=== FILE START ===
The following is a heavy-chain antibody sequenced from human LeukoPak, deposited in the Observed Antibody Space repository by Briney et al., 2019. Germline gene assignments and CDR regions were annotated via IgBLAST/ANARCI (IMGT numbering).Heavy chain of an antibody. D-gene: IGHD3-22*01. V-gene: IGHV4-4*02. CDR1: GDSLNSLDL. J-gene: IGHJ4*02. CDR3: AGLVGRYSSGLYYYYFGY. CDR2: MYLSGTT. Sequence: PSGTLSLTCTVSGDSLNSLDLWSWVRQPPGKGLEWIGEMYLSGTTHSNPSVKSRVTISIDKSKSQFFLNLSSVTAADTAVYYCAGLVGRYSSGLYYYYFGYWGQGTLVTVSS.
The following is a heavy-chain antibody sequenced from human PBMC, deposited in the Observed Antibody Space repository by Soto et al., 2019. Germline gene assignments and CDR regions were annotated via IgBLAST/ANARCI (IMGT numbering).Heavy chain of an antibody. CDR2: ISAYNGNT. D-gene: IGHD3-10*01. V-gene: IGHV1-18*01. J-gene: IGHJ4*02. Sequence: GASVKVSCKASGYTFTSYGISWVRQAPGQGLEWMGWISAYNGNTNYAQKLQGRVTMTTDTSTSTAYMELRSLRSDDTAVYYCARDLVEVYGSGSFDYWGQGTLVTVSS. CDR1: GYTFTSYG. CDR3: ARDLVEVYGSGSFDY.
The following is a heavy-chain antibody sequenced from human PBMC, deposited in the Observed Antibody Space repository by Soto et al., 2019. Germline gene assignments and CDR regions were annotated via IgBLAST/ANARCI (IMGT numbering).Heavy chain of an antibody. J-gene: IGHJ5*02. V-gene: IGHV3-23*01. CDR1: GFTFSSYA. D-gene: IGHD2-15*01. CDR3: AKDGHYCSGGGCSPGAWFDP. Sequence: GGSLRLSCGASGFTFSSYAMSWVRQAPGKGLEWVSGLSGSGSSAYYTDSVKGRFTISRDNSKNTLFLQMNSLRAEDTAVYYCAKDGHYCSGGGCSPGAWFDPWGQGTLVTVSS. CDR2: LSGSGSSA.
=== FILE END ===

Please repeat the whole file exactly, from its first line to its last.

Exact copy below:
The following is a heavy-chain antibody sequenced from human LeukoPak, deposited in the Observed Antibody Space repository by Briney et al., 2019. Germline gene assignments and CDR regions were annotated via IgBLAST/ANARCI (IMGT numbering).Heavy chain of an antibody. D-gene: IGHD3-22*01. V-gene: IGHV4-4*02. CDR1: GDSLNSLDL. J-gene: IGHJ4*02. CDR3: AGLVGRYSSGLYYYYFGY. CDR2: MYLSGTT. Sequence: PSGTLSLTCTVSGDSLNSLDLWSWVRQPPGKGLEWIGEMYLSGTTHSNPSVKSRVTISIDKSKSQFFLNLSSVTAADTAVYYCAGLVGRYSSGLYYYYFGYWGQGTLVTVSS.
The following is a heavy-chain antibody sequenced from human PBMC, deposited in the Observed Antibody Space repository by Soto et al., 2019. Germline gene assignments and CDR regions were annotated via IgBLAST/ANARCI (IMGT numbering).Heavy chain of an antibody. CDR2: ISAYNGNT. D-gene: IGHD3-10*01. V-gene: IGHV1-18*01. J-gene: IGHJ4*02. Sequence: GASVKVSCKASGYTFTSYGISWVRQAPGQGLEWMGWISAYNGNTNYAQKLQGRVTMTTDTSTSTAYMELRSLRSDDTAVYYCARDLVEVYGSGSFDYWGQGTLVTVSS. CDR1: GYTFTSYG. CDR3: ARDLVEVYGSGSFDY.
The following is a heavy-chain antibody sequenced from human PBMC, deposited in the Observed Antibody Space repository by Soto et al., 2019. Germline gene assignments and CDR regions were annotated via IgBLAST/ANARCI (IMGT numbering).Heavy chain of an antibody. J-gene: IGHJ5*02. V-gene: IGHV3-23*01. CDR1: GFTFSSYA. D-gene: IGHD2-15*01. CDR3: AKDGHYCSGGGCSPGAWFDP. Sequence: GGSLRLSCGASGFTFSSYAMSWVRQAPGKGLEWVSGLSGSGSSAYYTDSVKGRFTISRDNSKNTLFLQMNSLRAEDTAVYYCAKDGHYCSGGGCSPGAWFDPWGQGTLVTVSS. CDR2: LSGSGSSA.